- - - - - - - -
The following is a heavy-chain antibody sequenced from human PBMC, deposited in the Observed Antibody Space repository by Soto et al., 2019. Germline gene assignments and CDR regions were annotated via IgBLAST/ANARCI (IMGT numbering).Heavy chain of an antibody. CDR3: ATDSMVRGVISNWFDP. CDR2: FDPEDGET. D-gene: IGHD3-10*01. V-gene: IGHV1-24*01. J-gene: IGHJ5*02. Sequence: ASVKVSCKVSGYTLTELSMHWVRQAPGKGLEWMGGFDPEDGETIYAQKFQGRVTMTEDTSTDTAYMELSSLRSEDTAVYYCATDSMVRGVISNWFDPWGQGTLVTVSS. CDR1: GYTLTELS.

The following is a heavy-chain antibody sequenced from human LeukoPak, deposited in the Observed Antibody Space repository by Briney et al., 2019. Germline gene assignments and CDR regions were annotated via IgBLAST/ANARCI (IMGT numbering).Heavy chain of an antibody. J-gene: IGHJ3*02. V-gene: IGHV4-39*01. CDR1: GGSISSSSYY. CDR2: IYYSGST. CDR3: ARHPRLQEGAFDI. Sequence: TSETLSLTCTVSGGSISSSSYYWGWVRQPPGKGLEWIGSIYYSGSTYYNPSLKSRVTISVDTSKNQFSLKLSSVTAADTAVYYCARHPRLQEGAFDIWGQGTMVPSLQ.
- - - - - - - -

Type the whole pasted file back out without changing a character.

The following is a heavy-chain antibody sequenced from human PBMC, deposited in the Observed Antibody Space repository by Soto et al., 2019. Germline gene assignments and CDR regions were annotated via IgBLAST/ANARCI (IMGT numbering).Heavy chain of an antibody. CDR3: ATDSMVRGVISNWFDP. CDR2: FDPEDGET. D-gene: IGHD3-10*01. V-gene: IGHV1-24*01. J-gene: IGHJ5*02. Sequence: ASVKVSCKVSGYTLTELSMHWVRQAPGKGLEWMGGFDPEDGETIYAQKFQGRVTMTEDTSTDTAYMELSSLRSEDTAVYYCATDSMVRGVISNWFDPWGQGTLVTVSS. CDR1: GYTLTELS.

The following is a heavy-chain antibody sequenced from human LeukoPak, deposited in the Observed Antibody Space repository by Briney et al., 2019. Germline gene assignments and CDR regions were annotated via IgBLAST/ANARCI (IMGT numbering).Heavy chain of an antibody. J-gene: IGHJ3*02. V-gene: IGHV4-39*01. CDR1: GGSISSSSYY. CDR2: IYYSGST. CDR3: ARHPRLQEGAFDI. Sequence: TSETLSLTCTVSGGSISSSSYYWGWVRQPPGKGLEWIGSIYYSGSTYYNPSLKSRVTISVDTSKNQFSLKLSSVTAADTAVYYCARHPRLQEGAFDIWGQGTMVPSLQ.